The man who is arrogant will also tend to be quick-tempered. He thinks he is always right or is entitled and his temper is a means of getting his way. Just as we see in abusers, their anger is a way to control their situation. It is their way to create fear that the abuser may get his way. It comes from an evil heart.
Greed and Violence
The term for “violent” in Greek means “a pugnacious, contentious, quarrelsome person.” Translating it as “violent” does not capture it. Many who abuse power are not physically violent. But they are generally contenious and quarrelsome. Again, entitlement and arrogance sum it up. Being entitled and arrogant creates a pugnacious individual.
And they are self-serving – greedy. An attitude of service to others is corrupted when the motivation is to get rather than give. It is difficult to look out for the good of others when your own good is foremost in your heart.[Phil. 2:4]
We are all selfish. We are all wanting our own way. We each desire to be comfortable in our own way. But the character Paul is attributing to good leadership has, by the Holy Spirit’s sanctifying power, experienced a “dying to self” through the “mortification” (killing) of these motivations.
Hospitable, Lover of Good, Self-Control, Upright, Holy and Disciplined
Notice, each of the character traits that follow simply build upon these wonderful descriptions of a godly leader. The list provides both motivational and action character traits.
It is not acceptable to be just self-controlled when others are looking. Leaders can say the right things and even be quite amiable most of the time. However, each of these character traits have inward and outward results. Inward motivations will normally produce outward action. So, some of the traits Paul deliniates for Titus are in fact the outward results of an inner motivation.
- He who is greedy will rarely be hospitable. It costs him too much.
- He who is not a lover of good will rarely be self-controlled. His love of evil will drive foolishness.
Unfortunately, so many of our leaders in the church and Christian organization are mimicking the world’s leaders. Arrogant (narcissistic), violent, greedy for power, and unholy. They may put on a nice face but it is only an image they wish to market.
It is the responsibility of God’s people to choose wise and good leaders. It behooves congregations and boards to look more closely at applicants. It is wise of churches and organizations to do due diligence in the interview and vetting process.
Consider these options:
- Gain access to and evaluate the applicant’s family relational dynamics.
- Carefully interview those who have served under or beside the applicant.
- Learn about abusive leadership identifiers so you are able to ID one more readily.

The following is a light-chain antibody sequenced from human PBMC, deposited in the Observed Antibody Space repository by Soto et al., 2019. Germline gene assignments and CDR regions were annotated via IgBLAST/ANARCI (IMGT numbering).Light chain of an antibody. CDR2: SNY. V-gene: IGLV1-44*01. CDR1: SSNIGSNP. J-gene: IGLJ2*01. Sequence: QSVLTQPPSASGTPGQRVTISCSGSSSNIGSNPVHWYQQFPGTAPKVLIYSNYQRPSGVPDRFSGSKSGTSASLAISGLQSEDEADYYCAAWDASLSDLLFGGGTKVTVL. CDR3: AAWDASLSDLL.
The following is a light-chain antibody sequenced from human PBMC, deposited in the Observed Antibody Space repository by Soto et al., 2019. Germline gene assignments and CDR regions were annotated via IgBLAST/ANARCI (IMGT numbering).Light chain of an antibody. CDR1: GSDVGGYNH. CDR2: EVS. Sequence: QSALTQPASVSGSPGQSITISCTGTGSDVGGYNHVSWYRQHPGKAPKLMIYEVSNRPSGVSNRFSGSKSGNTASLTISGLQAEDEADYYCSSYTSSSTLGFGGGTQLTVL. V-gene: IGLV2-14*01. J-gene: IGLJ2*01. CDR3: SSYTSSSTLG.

May the church and Christian organizations raise up leaders who exemplify love and selflessness. May we feel like sitting at a brightly lit sidewalk cafe with a freshly brewed coffee in hand as we submit to these leaders.
Resources [also on P&S Resources Page]
The Allure of Toxic Leaders: Why We Follow Destructive Bosses and Corrupt Politicians–and How We Can Survive Them by Lipman-Blumen, Jean. Oxford University Press, 2004. [Get on Amazon]
Behind the Masks: Personality Disorders in Religious Behavior by Wayne Oates [Get on Amazon]
Broken Trust: a practical guide to identify and recover from toxic faith, toxic church, and spiritual abuse by F. Remy Diederich. Independently published, September 14, 2017. [Get on Amazon]
Character Assassins: Dealing with Ecclesiastical Tyrants and Terrorists by Peter Hammond and Brian Abshire. [Get on Amazon]
A Church Called Tov: Forming a Goodness Culture That Resists Abuses of Power and Promotes Healing by Scot McKnight, Laura Barringer, and Tish Harrison Warren. Carol Stream, Illinois: Tyndale Momentum, 2020. [Get on Amazon]
Churches That Abuse by Ronald M. Enroth. Grand Rapids, MI: Zondervan, 1993. [Get on Amazon]
Escaping the Maze of Spiritual Abuse: Creating Healthy Christian Cultures by Lisa Oakley and Justin Humphreys. SPCK, 2019. [Get on Amazon]
In Sheep’s Clothing: Understanding and Dealing with Manipulative People by George K Simon, Ph.D. 2nd ed. Little Rock, AR: Parkhurst Brothers Publishers Inc, 2010. [Get on Amazon]
Narcissism in the Church: A Heart of Stone in Christian Relationships by David Orrison, PhD.. Independently published, January 10, 2019. [Get on Amazon]
Playing God: Redeeming the Gift of Power by Andy Crouch. Downers Grove, IL: IVP Books, 2013. [Get on Amazon]
Redeeming Power: Understanding Authority and Abuse in the Church by Diane Langberg. Grand Rapids, Michigan: Brazos Pr, 2020. [Get on Amazon]
Rising Above a Toxic Workplace: Taking Care of Yourself in an Unhealthy Environment by Gary Chapman, Paul E. White, and Harold Myra. Chicago: Northfield Publishing, 2014. [Get on Amazon]
Something’s Not Right: Decoding the Hidden Tactics of Abuse–and Freeing Yourself from Its Power by Wade Mullen and Diane Mandt Langberg. Tyndale Momentum, 2020. [Get on Amazon]
Twisted Scriptures: Breaking Free from Churches That Abuse by Mary Alice Chrnalogar. Revised. Grand Rapids, MI: Zondervan, 2010. [Get on Amazon]
Unholy Charade: Unmasking the Domestic Abuser in the Church by Jeff Crippen and Rebecca Davis. Justice Keepers Publishing, 2015. [Get on Amazon]
Vrbicek, Interview by Benjamin. “The Many Faces of Narcissism in the Church.” ChristianityToday.com. https://www.christianitytoday.com/ct/2020/march/chuck-degroat-narcissism-comes-church.html.
When Narcissism Comes to Church: Healing Your Community From Emotional and Spiritual Abuse by Chuck DeGroat and Richard J. Mouw. Downers Grove, Illinois: IVP, 2020. [Get on Amazon]
Why Does He Do That? by Lundy Bancroft [Get on Amazon]